Two members of a team who descended into the Huautla cave complex in Mexico describe their perilous and deadly trek into one of the world's deepest caves.
The Huautla in Mexico is the deepest cave in the Western Hemisphere, possibly the world. Shafts reach skyscraper-depths, caverns are stadium-sized, and sudden floods can drown divers in an instant.
With a two-decade obsession, William Stone and his 44-member team entered the sinkhole at Sotano de San Augustin. The first camp settled 2,328 feet below ground in a cavern where headlamps couldn't even illuminate the walls and ceiling. The second camp teetered precariously above an underground canyon where two subterranean rivers collided.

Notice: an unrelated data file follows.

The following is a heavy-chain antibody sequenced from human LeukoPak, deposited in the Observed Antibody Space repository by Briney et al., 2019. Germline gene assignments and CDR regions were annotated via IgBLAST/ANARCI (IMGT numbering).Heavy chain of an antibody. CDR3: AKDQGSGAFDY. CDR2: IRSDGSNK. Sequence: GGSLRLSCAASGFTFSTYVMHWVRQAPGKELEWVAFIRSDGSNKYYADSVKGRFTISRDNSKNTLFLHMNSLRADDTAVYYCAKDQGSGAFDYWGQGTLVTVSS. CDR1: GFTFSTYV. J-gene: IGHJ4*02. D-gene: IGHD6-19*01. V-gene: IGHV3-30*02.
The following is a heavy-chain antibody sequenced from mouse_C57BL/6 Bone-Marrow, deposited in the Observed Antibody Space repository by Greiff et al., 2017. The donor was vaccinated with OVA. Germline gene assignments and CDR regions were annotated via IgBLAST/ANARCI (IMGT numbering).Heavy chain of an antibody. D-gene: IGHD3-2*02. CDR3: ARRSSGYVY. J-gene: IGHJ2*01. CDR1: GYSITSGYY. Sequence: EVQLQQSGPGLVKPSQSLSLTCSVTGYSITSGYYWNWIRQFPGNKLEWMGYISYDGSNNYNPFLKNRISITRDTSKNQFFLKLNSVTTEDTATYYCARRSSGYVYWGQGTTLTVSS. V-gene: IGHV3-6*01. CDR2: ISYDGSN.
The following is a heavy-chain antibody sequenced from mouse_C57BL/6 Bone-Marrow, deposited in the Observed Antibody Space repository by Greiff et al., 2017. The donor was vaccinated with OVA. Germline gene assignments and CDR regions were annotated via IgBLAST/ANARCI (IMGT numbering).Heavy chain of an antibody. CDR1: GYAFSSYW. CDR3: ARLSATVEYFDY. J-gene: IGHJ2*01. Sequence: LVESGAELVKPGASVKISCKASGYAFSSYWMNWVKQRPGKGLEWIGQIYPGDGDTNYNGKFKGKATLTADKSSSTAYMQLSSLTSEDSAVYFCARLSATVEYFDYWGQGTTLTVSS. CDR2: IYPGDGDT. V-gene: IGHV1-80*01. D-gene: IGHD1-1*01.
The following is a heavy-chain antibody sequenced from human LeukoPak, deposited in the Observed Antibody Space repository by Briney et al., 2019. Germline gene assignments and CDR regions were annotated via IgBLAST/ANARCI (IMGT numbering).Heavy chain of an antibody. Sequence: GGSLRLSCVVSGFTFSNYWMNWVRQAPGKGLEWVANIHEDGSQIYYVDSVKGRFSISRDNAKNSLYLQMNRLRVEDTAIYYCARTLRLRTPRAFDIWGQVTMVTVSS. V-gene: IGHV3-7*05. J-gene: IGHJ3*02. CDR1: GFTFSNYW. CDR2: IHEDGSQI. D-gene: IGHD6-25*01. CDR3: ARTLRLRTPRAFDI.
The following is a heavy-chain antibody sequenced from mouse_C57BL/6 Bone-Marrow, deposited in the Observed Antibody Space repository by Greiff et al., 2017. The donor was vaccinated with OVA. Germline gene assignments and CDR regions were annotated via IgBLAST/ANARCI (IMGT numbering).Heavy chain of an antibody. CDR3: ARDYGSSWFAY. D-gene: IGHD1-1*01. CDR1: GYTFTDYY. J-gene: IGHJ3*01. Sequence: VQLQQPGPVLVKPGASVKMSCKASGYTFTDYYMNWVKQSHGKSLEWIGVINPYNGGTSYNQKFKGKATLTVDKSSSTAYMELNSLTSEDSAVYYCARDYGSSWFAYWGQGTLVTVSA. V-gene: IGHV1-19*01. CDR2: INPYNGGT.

But beyond that lay the unknown territory: a flooded corridor that had blocked all previous comers, claimed a diver's life, and drove the rest of the team back-except for William Stone and Barbara am Ende, who forged on for 18 more days, with no hope of rescue, to set the record for the deepest cave dive in the Western Hemisphere.